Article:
5. As the liquid reduces, the mixture will become thick and sticky. It will take about 40-45 minutes.
  6. Switch off the heat and spoon in into sterile jars. Store in a cool, dark place.
  7. Once opened, refrigerate and use within 2 weeks.

Source

Jagruti’s Cooking Odyssey

HÔTEL DE VILLE DE WESTMOUNT
(corner Côte-St-Antoine Rd. and Stanton St.)

Beet ‘Bull’s Blood’
Swiss chard ‘Bright Lights’
Kale ‘Toscano’

WESTMOUNT RECREATION CENTRE
(green roof next to the café)

Beet ‘Bull’s Blood’
Swiss chard ‘Bright Lights’
Swiss chard ‘Bali’
Kale ‘Toscano’
Strawberry ‘Berri Basket’

Sunflower
Ground cherry
Herbs – sage, tarragon, chives parsley, oregano

HARVESTING - SUMMER AND AUTUMN

Members of the public are invited to use the edible plants, but are asked to harvest no more than 10% of any vegetables or fruit at a given time and to use care to avoid damaging or pulling out the plants (where possible, bring scissors). This will ensure a continued production of leaves and fruit throughout the season, and will help the plant displays look attractive and full throughout the summer.

At the end of the growing season, the flowers are turned into compost and given away to residents free of charge during the seasonal compost distribution. The remaining vegetables and fruits are picked by volunteers and donated to the Depot Community Food Centre in Notre-Dame-de-Grâce.

INCREDIBLE EDIBLES : THE INTERNATIONAL MOVEMENT

The Incredible Edible project – now a global movement – began as an urban gardening project in 2008 by a group of residents in Todmorden, U.K., population 15,000. The project aims to bring people together through actions around local food, helping to change behaviour towards the environment and to build a kinder and more resilient world. In many places, it also envisions making towns and cities more self-sufficient in food production and lead the way to a healthier, more sustainable and more inclusive local food system.

 

These initiatives can take many forms – vegetable gardens, street planters, food forests, edible restaurant terraces, and more – and are usually planted and maintained by volunteer citizens. In only a few years, this single experiment in local self-sufficiency has been taken up by communities all over the world and there are now 120 official IE groups in the UK and more than 700 worldwide.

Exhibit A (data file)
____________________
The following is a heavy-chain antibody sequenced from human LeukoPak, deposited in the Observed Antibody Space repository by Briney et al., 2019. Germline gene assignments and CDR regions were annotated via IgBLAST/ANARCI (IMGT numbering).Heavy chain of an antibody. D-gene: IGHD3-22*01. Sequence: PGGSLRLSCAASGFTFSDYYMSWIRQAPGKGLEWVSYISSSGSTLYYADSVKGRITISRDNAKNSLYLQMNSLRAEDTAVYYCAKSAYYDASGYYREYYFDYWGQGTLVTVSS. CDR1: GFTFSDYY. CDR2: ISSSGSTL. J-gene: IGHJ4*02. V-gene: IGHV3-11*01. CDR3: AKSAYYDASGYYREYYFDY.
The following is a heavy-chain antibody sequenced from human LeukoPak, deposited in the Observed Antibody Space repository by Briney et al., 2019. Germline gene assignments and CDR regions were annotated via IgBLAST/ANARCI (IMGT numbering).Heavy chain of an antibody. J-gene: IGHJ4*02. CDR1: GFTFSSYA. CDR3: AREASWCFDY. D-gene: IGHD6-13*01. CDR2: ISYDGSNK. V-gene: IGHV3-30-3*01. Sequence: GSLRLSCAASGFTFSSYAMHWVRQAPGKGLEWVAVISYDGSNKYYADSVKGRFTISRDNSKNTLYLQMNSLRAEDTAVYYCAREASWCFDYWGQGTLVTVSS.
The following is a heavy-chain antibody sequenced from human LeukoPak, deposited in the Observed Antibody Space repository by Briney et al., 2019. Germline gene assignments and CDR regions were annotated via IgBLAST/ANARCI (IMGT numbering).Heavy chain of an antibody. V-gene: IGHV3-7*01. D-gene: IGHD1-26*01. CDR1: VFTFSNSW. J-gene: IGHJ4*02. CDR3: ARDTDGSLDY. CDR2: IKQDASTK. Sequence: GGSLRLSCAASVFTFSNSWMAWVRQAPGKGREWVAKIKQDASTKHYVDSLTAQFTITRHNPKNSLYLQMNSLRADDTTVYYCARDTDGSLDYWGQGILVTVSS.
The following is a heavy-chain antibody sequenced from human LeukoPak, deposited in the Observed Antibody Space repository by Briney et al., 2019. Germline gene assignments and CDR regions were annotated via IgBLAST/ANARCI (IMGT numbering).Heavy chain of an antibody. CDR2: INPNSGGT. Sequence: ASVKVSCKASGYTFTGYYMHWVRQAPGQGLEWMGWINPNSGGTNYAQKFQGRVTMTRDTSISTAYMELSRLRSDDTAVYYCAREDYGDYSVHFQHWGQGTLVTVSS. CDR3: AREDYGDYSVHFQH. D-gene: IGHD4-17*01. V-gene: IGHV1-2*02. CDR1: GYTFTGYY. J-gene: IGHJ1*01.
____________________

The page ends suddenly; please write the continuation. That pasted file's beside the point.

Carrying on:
People around the world are adapting and benefitting from this new way of urban living by creating gardens and producing food in urban spaces that might otherwise be unused. Beyond encouraging local food, creative and collective action for the common good is truly at the heart of the Incredible Edible idea.

(source : Wikipedia and Incredible Edible Todmorden)

Learn more about the movement and consult the world map of IE initiatives:
Incredible Edible Todmorden.

URBAN FRUIT GLEANING AND FRUIT SHARING

Fruit gleaning – the harvest of leftover or unwanted crops – is gaining popularity in cities around the world. In Montreal, several urban agriculture and meals on wheels groups organize teams of pickers to harvest fruit from public or private trees that would otherwise be unused. The fresh fruit is then shared between tree owners, pickers, food banks, shelters and community kitchens. It reduces food waste and benefits the community.

If you have a tree with fruit to share, or if you are looking to join a team and help harvest fruit, you can find a group to collaborate with by searching online. There are also a few websites with mapping tools where you can donate or swap fruit, or find others that wish to share their harvest.

We encourage anyone wanting to learn more about fruit collection or about joining a group to find more information online by using the following key words in their search: urban fruit harvest, gleaning, fruit rescue, city fruit, harvest sharing, surplus fruit, etc.